Editor's Note: This article was first published in 2014 during one of Ontario's most excellent ice fishing seasons!
How many of us, for example, would have enjoyed watching Babe Ruth stand at home plate in Wrigley Field in the 1932 World Series, when he pointed to the bleachers in far centre field, called his shot, and then hit the ball 440 feet to the deepest part of the park for the last home run he ever hit in postseason play?
Well, guess what?
Well, guess what?
Right now is the Golden Age of Ice Fishing because there has never been a better time to catch the fish of your dreams. Nor, a better place to do it than in storied, fish-filled Northern Ontario.
It is the perfect storm of conditions.
The frigid temperatures this January may have rattled even the heartiest Northerner, but it has also made the ice conditions exceptional. Many fishing guides are reporting that species volume and activity are well above average -- these fish are hungry!
But it's not just about the right weather conditions for great ice fishing.
The whole culture of ice fishing in Northern Ontario has evolved, and a large assortment of outfitters and guides are now specializing in every kind of ice-angling adventure. These passionate sportsmen and women are doing excellent work to both promote the sport and preserve what makes it so wonderful. Meanwhile, experienced anglers of all sorts are discovering (and sharing) new strategies and new toys to keep the sport lively.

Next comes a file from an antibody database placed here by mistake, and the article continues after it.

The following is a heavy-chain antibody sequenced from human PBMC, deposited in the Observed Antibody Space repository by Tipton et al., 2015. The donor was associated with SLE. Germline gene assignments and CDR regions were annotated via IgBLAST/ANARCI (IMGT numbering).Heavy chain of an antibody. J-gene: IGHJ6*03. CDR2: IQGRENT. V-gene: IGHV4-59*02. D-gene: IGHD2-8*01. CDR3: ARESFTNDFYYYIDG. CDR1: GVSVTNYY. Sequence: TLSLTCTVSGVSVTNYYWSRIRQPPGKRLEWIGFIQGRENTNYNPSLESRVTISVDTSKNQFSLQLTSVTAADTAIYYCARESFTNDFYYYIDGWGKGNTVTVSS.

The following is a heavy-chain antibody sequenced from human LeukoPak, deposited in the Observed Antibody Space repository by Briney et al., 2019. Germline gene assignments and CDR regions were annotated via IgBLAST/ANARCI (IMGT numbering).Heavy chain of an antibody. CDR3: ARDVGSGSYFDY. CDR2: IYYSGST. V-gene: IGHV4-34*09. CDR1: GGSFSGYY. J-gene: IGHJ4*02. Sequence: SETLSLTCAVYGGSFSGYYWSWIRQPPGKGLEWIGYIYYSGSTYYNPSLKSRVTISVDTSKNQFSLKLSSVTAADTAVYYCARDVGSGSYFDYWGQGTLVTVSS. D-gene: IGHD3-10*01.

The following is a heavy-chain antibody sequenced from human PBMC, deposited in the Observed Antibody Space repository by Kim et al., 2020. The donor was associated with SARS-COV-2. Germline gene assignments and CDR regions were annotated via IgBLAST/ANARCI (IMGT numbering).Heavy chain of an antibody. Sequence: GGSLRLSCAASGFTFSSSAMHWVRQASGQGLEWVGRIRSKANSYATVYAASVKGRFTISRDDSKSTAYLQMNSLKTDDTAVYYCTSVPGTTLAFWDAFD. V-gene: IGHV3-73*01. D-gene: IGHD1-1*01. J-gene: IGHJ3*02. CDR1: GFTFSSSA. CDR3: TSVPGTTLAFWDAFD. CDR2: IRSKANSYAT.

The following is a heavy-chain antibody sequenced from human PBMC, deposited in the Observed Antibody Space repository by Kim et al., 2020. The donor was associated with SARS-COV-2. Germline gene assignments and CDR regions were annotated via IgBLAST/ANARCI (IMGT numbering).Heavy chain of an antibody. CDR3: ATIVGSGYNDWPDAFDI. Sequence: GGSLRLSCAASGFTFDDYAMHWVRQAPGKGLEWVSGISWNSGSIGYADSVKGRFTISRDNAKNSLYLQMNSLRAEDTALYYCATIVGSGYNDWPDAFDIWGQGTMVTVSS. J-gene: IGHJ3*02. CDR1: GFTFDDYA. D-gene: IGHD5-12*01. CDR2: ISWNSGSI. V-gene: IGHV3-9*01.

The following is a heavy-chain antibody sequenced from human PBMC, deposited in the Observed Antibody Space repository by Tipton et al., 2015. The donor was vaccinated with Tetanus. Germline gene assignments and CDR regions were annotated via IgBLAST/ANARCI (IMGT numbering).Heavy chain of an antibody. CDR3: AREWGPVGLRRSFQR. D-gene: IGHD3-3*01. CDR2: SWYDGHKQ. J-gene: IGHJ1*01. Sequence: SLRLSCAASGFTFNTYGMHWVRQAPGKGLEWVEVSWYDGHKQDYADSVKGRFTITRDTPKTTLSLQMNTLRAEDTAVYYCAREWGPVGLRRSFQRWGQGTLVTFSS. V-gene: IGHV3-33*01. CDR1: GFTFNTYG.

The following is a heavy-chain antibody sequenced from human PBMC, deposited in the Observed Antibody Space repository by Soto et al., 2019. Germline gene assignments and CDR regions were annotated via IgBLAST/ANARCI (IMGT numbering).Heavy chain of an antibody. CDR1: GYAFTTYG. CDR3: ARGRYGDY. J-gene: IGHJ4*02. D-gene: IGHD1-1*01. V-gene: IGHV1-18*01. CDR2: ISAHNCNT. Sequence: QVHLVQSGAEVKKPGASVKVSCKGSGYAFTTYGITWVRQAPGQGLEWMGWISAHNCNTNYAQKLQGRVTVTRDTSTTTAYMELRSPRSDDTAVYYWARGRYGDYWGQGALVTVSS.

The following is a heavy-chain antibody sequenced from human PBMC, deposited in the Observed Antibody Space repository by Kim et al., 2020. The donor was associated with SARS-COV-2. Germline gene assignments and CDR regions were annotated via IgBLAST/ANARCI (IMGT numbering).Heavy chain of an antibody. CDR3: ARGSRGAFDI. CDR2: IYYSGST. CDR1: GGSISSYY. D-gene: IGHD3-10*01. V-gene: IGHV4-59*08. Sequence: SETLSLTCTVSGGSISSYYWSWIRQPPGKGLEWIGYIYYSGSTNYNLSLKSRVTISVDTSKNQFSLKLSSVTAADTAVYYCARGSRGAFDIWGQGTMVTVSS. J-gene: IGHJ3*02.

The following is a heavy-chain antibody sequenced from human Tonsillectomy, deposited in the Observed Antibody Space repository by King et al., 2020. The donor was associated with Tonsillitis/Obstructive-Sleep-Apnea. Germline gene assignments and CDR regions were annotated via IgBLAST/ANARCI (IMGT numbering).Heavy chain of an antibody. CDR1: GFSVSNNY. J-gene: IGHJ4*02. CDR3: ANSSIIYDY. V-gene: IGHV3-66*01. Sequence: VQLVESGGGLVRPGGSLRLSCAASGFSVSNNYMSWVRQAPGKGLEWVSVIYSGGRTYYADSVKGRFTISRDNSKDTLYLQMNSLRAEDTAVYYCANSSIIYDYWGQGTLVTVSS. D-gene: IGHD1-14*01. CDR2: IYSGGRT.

While veteran Northern Ontario ice anglers have known about it for years, newcomers to ice fishing are often surprised to learn that winter is not only one of the best times of the year to catch big numbers of fish but it is also the ideal time to ice the biggest fish of your life.
As a matter of fact, cold water-loving species like lake trout, speckled trout, rainbow trout and whitefish find winter conditions totally to their liking. Did I mention that Northern Ontario has a disproportionate number of the world's lake trout lakes and that the world record speckled trout was caught in the province?
Walleye, sauger, yellow perch, black crappies and northern pike, on the other hand, haven't seen an angler for months so they're mellow, relaxed and feeding aggressively all day, all winter long.
Still, the thing I like most about ice fishing in Northern Ontario is that you can tailor your adventure to suit your style. For example, when my hardcore ice-fishing buddies pay me a visit, we like to run our snowmachines into the backcountry, travelling mile after mile over the most beautifully groomed trails on Earth and across picture-postcard spruce- and pine-studded lakes, covered in fresh powder snow, where you never see another soul -- except an occasional moose, deer or family of otters.